Generation ECo-C: ECo-C at Schools

15.09.2011 11:00

A very simple question: what do children learn at school? Most adults are, have been, or will be parents, uncles, aunts and grandparents; as such, this question is of vast significance to them.

The western tradition of schooling is steeped in the perpetuation of a specific social and civic model: this is where children learn their letters, it is the agent of social learning, where children evolve in a community of their peers, yet under strict guidance by people who know how to forge their young minds.

And yet, in western societies, there is increasing awareness of a disconnection between the alleged goal of schools, which is to create happy-well-adjusted individuals who are able to tackle life, and the things these teach.

In most schools and school systems, there is an emphasis on objective, hard skills; in France, schools were meant to perpetuate a model, the model of the "Instituteur" of the IIIrd Republic; in short, it was never meant to produce people who would dynamically adjust to the real-life situation they were in, but to produce powerful minds that would arrange the world to match their mind-view. Although slightly more dynamic, the German-speaking education systems separate children by aptitude at the early age of 10 or 11 years old, setting youths into their life path, defined once again by academic achievement. In short, it is at odds with the desires of parents and children today, because rather than teach children how to deal with all the aspects of life, it teaches them how to enter a certain world, and perform in a certain direction.

As a result, children often evolve into a world where social competency is skewed, and the consequence of this is the invention of the "teenager", a person who is not an adult nor a child. With no awareness of social requirements, children forge their own- whether rolling up  uniforms to create "innovative" dresses, bullying each other, or creating new behaviours characterised by the rejection of anything more adult. And this, despite the fact that eventually, they are meant to join the world of adults, and thus must comprehend its rules.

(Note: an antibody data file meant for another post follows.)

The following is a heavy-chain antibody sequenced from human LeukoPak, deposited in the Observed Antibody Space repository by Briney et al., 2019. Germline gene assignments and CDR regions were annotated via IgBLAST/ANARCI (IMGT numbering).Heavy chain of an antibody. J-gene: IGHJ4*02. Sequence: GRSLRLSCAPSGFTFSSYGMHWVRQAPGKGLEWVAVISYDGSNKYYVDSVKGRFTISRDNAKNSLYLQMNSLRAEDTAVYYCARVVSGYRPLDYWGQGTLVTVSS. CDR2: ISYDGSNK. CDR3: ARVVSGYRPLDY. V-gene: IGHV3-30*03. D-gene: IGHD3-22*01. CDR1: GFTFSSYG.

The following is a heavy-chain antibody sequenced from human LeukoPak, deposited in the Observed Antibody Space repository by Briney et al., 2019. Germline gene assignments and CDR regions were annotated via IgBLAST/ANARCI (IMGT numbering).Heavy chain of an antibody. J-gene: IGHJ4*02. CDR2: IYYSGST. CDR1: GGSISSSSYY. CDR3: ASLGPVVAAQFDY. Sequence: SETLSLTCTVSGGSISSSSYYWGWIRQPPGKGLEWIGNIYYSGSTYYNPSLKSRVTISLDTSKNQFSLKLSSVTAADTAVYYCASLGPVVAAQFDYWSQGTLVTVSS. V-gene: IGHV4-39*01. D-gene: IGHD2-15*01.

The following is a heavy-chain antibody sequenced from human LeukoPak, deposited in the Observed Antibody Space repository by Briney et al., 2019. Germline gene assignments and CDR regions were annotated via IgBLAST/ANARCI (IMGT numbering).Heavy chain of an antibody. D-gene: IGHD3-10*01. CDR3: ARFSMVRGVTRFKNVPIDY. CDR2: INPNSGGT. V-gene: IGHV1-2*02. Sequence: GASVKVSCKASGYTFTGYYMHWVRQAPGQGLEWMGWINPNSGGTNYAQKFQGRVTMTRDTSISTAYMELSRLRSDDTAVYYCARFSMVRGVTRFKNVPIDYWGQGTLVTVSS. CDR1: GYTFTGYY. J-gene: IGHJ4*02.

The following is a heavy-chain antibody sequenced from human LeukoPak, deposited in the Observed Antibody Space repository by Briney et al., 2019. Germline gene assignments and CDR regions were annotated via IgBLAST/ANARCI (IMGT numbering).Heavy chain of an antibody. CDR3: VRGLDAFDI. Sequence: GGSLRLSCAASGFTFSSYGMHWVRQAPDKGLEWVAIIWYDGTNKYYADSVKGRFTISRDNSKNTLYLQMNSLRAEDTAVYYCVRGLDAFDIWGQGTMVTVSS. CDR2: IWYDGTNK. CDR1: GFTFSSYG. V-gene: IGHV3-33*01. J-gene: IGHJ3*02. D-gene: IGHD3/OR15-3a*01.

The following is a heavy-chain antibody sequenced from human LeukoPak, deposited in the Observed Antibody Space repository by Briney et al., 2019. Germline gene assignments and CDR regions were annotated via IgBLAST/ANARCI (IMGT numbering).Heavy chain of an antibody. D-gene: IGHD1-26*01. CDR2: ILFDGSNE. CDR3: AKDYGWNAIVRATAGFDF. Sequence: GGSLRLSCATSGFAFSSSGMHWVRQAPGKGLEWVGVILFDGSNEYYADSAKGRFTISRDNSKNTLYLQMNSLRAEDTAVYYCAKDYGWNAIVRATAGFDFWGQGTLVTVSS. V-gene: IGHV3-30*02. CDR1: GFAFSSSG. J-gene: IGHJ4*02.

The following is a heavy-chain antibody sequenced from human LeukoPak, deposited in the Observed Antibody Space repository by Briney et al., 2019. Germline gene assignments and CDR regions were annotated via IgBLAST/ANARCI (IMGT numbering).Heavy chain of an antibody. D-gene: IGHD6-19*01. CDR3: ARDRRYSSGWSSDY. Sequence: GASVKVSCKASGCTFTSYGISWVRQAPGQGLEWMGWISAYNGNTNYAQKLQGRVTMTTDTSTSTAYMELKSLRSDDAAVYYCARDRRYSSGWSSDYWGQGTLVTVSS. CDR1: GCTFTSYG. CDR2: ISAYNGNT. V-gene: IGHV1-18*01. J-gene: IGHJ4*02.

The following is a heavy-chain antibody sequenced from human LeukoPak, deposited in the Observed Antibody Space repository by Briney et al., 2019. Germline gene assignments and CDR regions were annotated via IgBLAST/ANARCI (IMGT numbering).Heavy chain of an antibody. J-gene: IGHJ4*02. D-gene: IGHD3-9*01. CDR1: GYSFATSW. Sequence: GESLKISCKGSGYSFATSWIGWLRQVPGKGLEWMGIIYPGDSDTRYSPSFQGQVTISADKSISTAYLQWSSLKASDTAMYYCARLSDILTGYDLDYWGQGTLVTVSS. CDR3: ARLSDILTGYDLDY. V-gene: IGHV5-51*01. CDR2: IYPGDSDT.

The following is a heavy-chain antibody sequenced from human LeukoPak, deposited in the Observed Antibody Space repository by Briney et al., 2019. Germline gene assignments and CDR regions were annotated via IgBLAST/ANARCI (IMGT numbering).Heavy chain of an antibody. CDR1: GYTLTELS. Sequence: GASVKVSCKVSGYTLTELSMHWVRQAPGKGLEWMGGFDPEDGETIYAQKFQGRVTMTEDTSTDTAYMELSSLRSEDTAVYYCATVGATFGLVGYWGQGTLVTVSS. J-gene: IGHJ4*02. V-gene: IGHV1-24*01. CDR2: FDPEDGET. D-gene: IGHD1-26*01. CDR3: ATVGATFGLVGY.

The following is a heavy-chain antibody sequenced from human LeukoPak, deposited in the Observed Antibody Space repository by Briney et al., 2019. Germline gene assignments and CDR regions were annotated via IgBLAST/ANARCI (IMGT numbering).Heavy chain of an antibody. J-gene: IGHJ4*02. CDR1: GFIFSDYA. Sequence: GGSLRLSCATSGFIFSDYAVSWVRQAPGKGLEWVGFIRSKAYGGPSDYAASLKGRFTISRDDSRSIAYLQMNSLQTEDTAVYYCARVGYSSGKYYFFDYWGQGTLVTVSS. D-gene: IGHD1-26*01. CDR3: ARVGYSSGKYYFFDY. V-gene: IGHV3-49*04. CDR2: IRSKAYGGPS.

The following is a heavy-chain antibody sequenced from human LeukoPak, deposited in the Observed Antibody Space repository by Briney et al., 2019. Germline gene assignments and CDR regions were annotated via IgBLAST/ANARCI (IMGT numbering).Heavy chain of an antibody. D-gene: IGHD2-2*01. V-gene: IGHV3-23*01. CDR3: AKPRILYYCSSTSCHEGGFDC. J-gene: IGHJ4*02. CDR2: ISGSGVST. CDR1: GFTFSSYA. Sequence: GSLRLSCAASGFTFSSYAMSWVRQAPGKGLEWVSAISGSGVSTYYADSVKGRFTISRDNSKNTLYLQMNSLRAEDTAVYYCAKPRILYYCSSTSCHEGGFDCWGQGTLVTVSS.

Alternative school and pedagogues have often discussed the need for reform. We at the would like to see this reform aim to create well-adjusted individuals who would not be out of their depth once they leave the trappings of childhood. We would like to see less emphasis on spoilt, whiny teenagers, and more emphasis in the fact that children are actually smart young people who will take their place as our successors in society, understanding its rules and able to work maturely in a professional setting.

It would seem others are in accord with those aims, as a pilot project has led to the integration of the ECo-C Communication module and exam in two Austrian schools: a Hauptschule in Lower Austria and a particular Gymnasium in Styria: the young people who attend these will take some modules of the certificate, before going on to take the full examination later. We would like to wish them the best, and hope that this project will help address the need for a transition between education and workplace.

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